What are the signs and symptoms of diabetes?

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What are the signs and symptoms of diabetes? For a long time now when I get up in the morning I have a strong need/desire for something sweet. I never eat sweets any other time. Usually, one bite of something or anything with sugar is enough to satisfy this desire. I have tried substituting with things like bagels or toast but this does not work. Could this be a symptom of something other than a craving?

A craving for sweets is not a symptom of diabetes. The fact that you crave sweets at breakfast may not be that unusual. Breakfast means you are breaking a fast from your last meal which was probably the evening before. If you are within your healthy body weight range and do not have diabetes or hypoglycemia then go ahead and eat something sweet for breakfast, but also include some whole grains and protein to keep you satisfied until your next meal. Glucose from sweets can get into your blood within 15 minutes but doesn’t have the lasting power of protein and fat to keep you satisfied to the next meal. Remember to brush your teeth after eating sweets.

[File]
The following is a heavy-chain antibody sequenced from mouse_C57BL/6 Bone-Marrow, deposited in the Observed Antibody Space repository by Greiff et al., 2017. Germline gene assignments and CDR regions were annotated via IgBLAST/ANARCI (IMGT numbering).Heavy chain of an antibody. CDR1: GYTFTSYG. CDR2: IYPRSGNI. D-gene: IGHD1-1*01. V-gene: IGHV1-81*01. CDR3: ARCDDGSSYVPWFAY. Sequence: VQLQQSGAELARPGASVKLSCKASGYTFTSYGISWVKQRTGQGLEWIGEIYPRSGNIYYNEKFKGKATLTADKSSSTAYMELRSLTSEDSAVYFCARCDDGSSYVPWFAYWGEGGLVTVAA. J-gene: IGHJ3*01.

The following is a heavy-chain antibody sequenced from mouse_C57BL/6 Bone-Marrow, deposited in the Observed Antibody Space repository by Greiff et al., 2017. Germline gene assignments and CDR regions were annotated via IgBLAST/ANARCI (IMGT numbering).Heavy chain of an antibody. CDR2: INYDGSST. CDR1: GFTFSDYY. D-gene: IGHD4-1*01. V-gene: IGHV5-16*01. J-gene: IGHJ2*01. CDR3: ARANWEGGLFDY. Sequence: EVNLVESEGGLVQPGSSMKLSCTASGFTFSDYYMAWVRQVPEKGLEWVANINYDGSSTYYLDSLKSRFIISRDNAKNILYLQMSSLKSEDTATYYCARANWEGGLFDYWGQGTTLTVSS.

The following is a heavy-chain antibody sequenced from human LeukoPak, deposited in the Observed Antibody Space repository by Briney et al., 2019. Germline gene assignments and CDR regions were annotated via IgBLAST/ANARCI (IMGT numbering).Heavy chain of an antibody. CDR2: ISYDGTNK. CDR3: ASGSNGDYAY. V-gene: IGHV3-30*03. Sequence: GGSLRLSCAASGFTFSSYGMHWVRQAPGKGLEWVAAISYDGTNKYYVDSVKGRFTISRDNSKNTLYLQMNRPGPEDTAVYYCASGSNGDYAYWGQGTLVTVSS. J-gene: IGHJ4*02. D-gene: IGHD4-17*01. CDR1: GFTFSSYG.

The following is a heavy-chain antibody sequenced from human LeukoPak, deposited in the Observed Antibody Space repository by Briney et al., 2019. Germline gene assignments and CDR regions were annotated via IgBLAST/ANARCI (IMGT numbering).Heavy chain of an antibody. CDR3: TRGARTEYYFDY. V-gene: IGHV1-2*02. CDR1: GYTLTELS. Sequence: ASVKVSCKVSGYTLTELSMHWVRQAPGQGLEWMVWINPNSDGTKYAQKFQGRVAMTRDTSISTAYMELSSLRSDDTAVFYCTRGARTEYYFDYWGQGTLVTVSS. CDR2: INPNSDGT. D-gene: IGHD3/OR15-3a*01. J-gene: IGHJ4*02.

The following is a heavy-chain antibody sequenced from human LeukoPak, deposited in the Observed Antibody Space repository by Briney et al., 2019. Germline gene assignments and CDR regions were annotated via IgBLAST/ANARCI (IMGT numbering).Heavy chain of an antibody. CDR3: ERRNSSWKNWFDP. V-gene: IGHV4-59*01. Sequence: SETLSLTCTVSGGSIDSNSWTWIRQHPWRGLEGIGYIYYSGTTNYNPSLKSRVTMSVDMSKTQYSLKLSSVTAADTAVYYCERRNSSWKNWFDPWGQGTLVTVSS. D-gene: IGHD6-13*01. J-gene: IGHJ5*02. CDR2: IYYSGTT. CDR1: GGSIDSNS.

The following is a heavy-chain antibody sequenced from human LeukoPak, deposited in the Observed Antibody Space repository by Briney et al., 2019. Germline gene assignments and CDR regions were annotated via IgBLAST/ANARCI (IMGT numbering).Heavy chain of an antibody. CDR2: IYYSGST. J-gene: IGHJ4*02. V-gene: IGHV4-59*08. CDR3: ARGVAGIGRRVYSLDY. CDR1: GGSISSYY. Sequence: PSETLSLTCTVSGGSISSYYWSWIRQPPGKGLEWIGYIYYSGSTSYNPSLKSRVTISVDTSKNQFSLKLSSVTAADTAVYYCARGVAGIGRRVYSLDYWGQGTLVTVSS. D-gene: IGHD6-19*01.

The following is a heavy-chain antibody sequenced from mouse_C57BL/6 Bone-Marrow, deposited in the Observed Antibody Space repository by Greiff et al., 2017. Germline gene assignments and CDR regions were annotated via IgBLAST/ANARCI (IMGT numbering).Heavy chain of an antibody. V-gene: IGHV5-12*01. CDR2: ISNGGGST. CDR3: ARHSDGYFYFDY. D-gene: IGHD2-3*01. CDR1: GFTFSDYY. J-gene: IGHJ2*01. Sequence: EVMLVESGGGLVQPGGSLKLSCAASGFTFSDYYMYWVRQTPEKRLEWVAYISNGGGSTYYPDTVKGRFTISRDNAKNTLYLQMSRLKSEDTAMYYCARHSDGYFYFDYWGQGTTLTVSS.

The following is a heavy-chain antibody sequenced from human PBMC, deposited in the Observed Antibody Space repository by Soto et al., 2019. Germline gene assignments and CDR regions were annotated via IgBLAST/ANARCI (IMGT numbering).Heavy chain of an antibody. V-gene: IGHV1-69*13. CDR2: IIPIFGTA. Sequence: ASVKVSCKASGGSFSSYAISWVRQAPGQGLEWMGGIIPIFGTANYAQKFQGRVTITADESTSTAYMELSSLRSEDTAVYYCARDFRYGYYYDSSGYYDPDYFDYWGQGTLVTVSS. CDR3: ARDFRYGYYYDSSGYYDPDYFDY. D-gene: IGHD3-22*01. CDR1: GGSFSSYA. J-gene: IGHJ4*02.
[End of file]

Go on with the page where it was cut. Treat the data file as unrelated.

Common symptoms of diabetes are excessive thirst and urination, weight loss (in spite of eating enough food) and blurred vision. To further define these symptoms consider the following examples. The excessive thirst is usually described by patients as feeling like feeling dry cotton balls in their mouth. Unless a person is pregnant, on diuretics (pills to reduce water retention) or has prostate enlargement, it is unusual for a person to wake up during the night to urinate. Blurred vision that continues even after a change in eyeglass prescription is highly suggestive of diabetes. If you think you have one or all of these, I would highly recommend you see your doctor who can test your blood glucose, examine you and determine if you have diabetes.

With the exception of pica, food cravings (even those pregnant women experience), are not easily substantiated and often cannot be linked with a nutrient imbalance in your body. There are neurochemicals like serotonin, epinephrine, and norepinephrine that strongly influence our appetite.